“Death came out of the womb with you, but with
the excitement at your arrival no one noticed….”
John O’Donohue from ‘Anam Cara.’
I have been blessed to be at the births of two babies in the past three and a half years, two sisters, first Ellie and then Mattea three years later, to parents of dear friends, Danielle and Kevin. Much to my surprise, I noticed the presence of death at both births, nipping at the edges of a process that for the most part was straightforward.
The parents hoped their first baby would be born at home, but at two weeks overdue, and low fluid levels in utero, the doctor recommended an induction, which naturally meant a hospital birth. Our doula team of four set about making sacred space in the hospital room, blankets and pillows from home, an altar with prayer flags and candles (battery only, hospital policy!), and photos of Danielle’s Mom and grandmother long passed on but always present, inspiring playlists and wireless speakers, delicious treats and nutritious sustenance.
Danielle laboured all night and we encouraged and massaged, chatted and slept. All the while the beat, beat, beat of the baby’s heart suffused every moment. The heart rate monitor would at times get displaced as Danielle moved with the contractions and the sound of the baby’s heart would stop momentarily. The gadget would then be repositioned until the heartbeat could be heard again.
Every couple of hours Danielle’s cervix was checked for dilation, and each time the midwife said, “we are at three centimetres,” then, “four centimetres,” then “four centimetres,”then “still four centimetres.” The baby was not progressing down the birth canal. Danielle was tired. She finally succumbed to an epidural, and slept for at least an hour.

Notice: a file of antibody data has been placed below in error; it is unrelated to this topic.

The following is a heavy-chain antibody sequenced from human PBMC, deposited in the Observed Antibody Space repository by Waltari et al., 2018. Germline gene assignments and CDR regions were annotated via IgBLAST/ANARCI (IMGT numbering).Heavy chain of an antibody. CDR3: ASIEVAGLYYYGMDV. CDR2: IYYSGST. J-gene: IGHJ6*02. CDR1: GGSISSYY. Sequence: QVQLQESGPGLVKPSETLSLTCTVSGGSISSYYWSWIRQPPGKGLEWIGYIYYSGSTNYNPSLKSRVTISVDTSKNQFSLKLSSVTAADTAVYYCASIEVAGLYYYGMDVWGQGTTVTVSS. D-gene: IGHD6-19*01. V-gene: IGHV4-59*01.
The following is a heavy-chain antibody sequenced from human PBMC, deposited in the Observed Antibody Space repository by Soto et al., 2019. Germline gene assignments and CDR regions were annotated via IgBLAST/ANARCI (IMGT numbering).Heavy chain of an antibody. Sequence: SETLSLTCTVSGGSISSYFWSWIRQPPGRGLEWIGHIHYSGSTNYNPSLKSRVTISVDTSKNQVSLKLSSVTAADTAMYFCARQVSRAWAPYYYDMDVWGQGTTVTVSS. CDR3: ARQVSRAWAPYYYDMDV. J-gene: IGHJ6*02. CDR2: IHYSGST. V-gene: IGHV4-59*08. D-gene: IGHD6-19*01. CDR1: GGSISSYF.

I watched the deepening concern in the eyes of the nurses and midwife. Conversation among us was subdued. Not progressing, what did that mean? The room was mostly quiet except for the reassuring sound of the steady beat of the baby’s heart.
It happened in a moment. The sound of the heart beat stopped. The silence was deafening. The nurse did her usual fiddle with the monitor strap on Danielle’s belly. No luck. She tried again, asking Danielle to turn on her side. No heartbeat. I knew the absent heartbeat would register at the nurses’ station, and sure enough, the door opened and three women entered, swiftly, quietly and assuredly, with a similar confidence to a surgeon when she makes the first incision through skin with a scalpel.
Kevin’s eyes locked into mine. Ripples of uncertainty criss-crossed between us. He looked away to check the monitor screen. The signal was flat. He looked back at me. I tried to convey reassurance. I felt death nipping at the edges of life in those moments though I had no way of knowing how close it was. I remember thinking In births across centuries and cultures, some babies don’t get to enter the world. Death claims them for no apparent reason.
A probe was quickly inserted, an internal monitor, closer to the baby, no obstacle of skin or muscle. Again, Danielle was asked to turn to her other side. Seconds stretched to what felt like minutes. I noticed I wasn’t breathing. I could feel the rush of fear move from my stomach to my chest. I felt the force of my own will to live, my will for her to live, pushing through membranes and blood to reach her. Don’t you dare, death.
And then the beat, the blessed heart beat returning, as before, steady, regular, insistent. A collective sigh was audible in the room. Not long after those moments Danielle and Kevin were readied for surgery, and baby Ellie entered the world through a Caeserian section.
When our doula team finally got to meet Ellie, the excitement at her arrival certainly did push away any thoughts of death coming out of the womb with her. However, I remember watching her breathe so effortlessly and thinking about the finite number of breaths she would have in her lifetime, like we all have, and I silently wished her a long, long and good life.